I hate the music industry, they constantly stand in the way of progress because they fear it will impact negatively on their profit margins, you know how to stop piracy? Music download sites, that give you DRM free music at extremely low prices per song...


July 26, 2008, 11:28 pm

'Coming to nowhere near me or you'

Whilst I'm commenting and its related the issue over privacy violations is an absolutely unacceptable and is the sort of thing I would expect to hear in the news being tested in a police/closed state such as China. What more freedoms can they possibly take from us, no seriously I think they've pushed to the point where their (authorities) next move will be crucial or there'll be absolute public uproar and rightly so.

Rich 42c5

July 27, 2008, 1:17 am

what's the point in this? For 90% of users who just check their email and buy things online, is this even necessary?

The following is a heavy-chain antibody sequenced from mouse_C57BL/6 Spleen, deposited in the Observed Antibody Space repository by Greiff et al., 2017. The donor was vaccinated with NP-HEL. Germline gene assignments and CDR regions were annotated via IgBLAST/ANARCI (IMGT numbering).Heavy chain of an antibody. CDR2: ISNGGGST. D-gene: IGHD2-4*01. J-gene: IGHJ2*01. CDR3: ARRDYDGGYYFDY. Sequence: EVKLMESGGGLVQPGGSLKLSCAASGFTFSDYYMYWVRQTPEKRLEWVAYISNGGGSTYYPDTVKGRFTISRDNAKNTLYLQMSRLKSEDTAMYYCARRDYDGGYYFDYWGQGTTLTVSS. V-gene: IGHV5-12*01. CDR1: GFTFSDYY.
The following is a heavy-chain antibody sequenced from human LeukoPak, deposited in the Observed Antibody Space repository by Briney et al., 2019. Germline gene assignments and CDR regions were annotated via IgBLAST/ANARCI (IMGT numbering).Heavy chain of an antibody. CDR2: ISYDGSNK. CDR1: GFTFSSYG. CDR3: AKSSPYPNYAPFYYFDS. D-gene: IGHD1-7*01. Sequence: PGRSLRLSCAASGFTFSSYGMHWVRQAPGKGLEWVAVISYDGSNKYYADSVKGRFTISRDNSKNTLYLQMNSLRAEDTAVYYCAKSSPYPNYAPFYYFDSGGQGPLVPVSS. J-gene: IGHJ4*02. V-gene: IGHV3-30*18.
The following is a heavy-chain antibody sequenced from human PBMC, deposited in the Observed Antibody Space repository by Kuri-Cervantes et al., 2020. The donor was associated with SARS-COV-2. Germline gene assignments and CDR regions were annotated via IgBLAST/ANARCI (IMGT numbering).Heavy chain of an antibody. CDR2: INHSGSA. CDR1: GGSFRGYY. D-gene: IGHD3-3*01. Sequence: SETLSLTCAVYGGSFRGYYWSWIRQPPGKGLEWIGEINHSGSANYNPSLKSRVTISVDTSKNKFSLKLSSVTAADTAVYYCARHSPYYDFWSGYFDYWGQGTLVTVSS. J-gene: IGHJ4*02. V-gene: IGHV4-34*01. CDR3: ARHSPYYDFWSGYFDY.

you could cut me back down to 512k and i'd probably not even notice.


July 27, 2008, 1:31 am

no, lossless music. LOSSLESS MUSIC!

i agree about entertainment industries standing in the way of progress, their draconian way of management is meant to wring customers, and limit the things they can do with their music, as well as providing it at sub-par audio quality...

i really miss analogue


July 27, 2008, 4:17 pm

This would all make sense if they actually let people make use of it.

Like the old Blueyonder days...


July 27, 2008, 10:44 pm

heres an idea,offer a service uncapped,no we dont want a free laptop or 3 months half price nor free weekend calls,keep that,save the money charge us a bt extra so we get a constant line speed,and no we dont p2p but might want to catch up on eastenders from iplayer without haivng to wait till 1 am.

oh and sigreud dont post here again ok ty,this a a gadgety/geek site.i guess you still think more than 30mph is impossible?


July 28, 2008, 11:56 am